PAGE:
Millions of Americans have been instructed by their employers to work from home due to the coronavirus pandemic. But what if your boss insists you continue coming into your workplace, especially if you’re dealing with an autoimmune deficiency, going through medical treatments or recovering from an illness? Do you have any recourse?
The question is a piercing one for some workers right now, since showing up could increase their risk of contracting COVID-19. And the answer is complicated.
Denied the Ability to Telework
Mary, a 61-year-old nurse who’s a case manager in a hospital clinic (to protect her job, she prefers not to reveal her real name or location) assists patients with home health care, hospice care and medical equipment. She also helps them and their families navigate the military health system. But Mary has asthma and a neurodegenerative disease called Small Fiber Neuropathy and Autonomic Neuropathy which makes her susceptible to transmittable diseases.
“The longer I’m exposed, the more likely I am to be infected. It’s playing Russian Roulette with my health.”
She and her fellow nurses were denied the ability to telework. So Mary had to go to her job at the clinic. Ultimately, she was sent home on administrative leave because she was high risk.
“On one hand, I want to be there to take care of my patients and support our amazing team,” she says. “On the other, the longer I’m exposed, the more likely I am to be infected. It’s playing Russian Roulette with my health, which isn’t fair to my family or myself.”
She’s now doing as much of her work as she can from home, including, she says, some work assisting patients and families “under the table.” But she worries that COVID-19 restrictions will be lifted too quickly in order to restart the economy. And she worries that could endanger her health, too.
COVID-19 Health Risks for Some Workers
“A variety of front-line workers [such as health care workers, first responders and utility workers] who in the past could go about doing their jobs with little danger of serious or fatal infection, may now be much more exposed,” says Robert Strassfeld, a professor at Case Western Reserve University School of Law in Cleveland and co-author of Understanding Labor Law. “They may or may not have proper protective gear and the training to keep themselves safe.”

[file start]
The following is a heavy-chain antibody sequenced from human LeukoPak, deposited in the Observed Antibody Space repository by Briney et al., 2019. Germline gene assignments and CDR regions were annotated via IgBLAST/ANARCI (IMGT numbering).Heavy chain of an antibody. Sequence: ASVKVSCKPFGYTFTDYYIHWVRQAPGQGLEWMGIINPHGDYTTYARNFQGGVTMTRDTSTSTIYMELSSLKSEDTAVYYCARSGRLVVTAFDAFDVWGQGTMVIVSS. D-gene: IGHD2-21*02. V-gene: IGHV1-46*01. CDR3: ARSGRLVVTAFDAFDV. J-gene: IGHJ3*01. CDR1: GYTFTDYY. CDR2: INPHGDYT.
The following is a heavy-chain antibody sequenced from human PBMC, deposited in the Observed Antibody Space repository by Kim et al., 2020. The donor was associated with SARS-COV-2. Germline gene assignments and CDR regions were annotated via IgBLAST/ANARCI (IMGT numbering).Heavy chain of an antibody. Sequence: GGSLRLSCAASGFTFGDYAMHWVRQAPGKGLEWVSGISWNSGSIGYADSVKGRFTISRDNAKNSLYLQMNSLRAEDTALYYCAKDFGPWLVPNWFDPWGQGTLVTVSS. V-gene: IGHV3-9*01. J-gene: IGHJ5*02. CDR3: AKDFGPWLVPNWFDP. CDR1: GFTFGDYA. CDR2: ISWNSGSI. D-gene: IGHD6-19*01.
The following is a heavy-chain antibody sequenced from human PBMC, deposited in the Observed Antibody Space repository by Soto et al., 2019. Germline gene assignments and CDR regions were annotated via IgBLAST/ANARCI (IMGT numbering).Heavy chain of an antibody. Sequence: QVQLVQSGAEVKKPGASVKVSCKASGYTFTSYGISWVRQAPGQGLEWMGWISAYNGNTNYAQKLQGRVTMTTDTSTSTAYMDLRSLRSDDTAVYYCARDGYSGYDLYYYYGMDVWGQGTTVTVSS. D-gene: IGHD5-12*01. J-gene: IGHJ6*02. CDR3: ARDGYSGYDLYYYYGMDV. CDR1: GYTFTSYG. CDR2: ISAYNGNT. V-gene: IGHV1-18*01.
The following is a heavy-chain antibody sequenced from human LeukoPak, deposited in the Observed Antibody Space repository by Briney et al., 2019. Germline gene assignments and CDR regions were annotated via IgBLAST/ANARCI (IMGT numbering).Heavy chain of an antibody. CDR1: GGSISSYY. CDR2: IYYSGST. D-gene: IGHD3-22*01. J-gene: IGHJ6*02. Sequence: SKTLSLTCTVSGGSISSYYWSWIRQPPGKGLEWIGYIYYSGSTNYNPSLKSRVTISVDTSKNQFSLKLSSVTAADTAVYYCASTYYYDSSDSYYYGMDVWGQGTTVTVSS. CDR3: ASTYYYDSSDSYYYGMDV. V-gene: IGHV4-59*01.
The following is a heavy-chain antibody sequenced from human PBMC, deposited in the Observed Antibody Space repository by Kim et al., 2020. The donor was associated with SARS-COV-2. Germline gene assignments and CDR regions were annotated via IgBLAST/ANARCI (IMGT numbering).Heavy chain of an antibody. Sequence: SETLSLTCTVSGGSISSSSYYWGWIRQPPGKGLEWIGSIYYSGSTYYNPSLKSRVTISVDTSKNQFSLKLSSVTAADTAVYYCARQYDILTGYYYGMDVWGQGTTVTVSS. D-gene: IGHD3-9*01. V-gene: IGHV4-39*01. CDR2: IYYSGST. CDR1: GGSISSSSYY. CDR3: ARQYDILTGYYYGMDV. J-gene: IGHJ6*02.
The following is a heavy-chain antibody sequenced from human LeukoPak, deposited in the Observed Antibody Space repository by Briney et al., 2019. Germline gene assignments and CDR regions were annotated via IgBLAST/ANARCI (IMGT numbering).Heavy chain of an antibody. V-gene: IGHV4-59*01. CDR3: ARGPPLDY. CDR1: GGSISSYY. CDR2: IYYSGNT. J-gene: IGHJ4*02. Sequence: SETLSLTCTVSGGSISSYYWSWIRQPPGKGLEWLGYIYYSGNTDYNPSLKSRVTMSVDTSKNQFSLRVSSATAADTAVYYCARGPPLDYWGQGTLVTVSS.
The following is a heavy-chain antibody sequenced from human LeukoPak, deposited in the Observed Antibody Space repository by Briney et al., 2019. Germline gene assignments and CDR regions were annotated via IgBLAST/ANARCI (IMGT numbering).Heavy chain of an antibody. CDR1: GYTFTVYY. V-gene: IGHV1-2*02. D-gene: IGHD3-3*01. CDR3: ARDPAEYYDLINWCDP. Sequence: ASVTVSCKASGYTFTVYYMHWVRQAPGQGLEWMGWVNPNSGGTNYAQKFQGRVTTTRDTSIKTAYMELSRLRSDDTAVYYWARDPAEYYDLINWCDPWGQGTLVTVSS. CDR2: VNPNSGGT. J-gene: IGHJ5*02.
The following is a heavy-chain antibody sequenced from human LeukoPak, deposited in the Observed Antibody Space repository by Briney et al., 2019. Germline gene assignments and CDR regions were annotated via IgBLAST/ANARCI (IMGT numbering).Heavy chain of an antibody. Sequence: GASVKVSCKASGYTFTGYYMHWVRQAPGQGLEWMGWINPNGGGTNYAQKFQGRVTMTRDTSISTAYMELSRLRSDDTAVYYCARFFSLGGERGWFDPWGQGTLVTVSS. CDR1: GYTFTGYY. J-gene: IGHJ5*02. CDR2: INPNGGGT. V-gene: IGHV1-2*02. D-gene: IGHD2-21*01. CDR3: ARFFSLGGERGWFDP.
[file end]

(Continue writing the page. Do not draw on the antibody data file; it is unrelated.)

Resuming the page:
For older employees who are immuno-compromised, the struggle to keep a source of income while dealing with risk of coronavirus exposure can exacerbate the problem.
The Americans With Disabilities Act (ADA) prohibits employment discrimination against workers with disabilities. It defines disability as a physical or mental impairment that “substantially limits a major life activity.” Courts have interpreted that term fairly broadly, says Strassfeld.
“A variety of people might be able to point to disabilities that compromise their immune systems,” he says. “Among the high-risk categories that have been talked about by medical professionals in the context of the COVID-19 pandemic have been diabetics, people with high blood pressure and cancer patients.”
What the Laws Say and Don’t Say
According to the ADA, an employee who’s qualified to do a particular job is entitled to reasonable accommodation from his or her employer as long as the accommodation doesn’t require undue hardship to the employer.
With the coronavirus, this could mean ensuring the employee either has access to proper protective equipment or gets transferred to a department with less personal contact.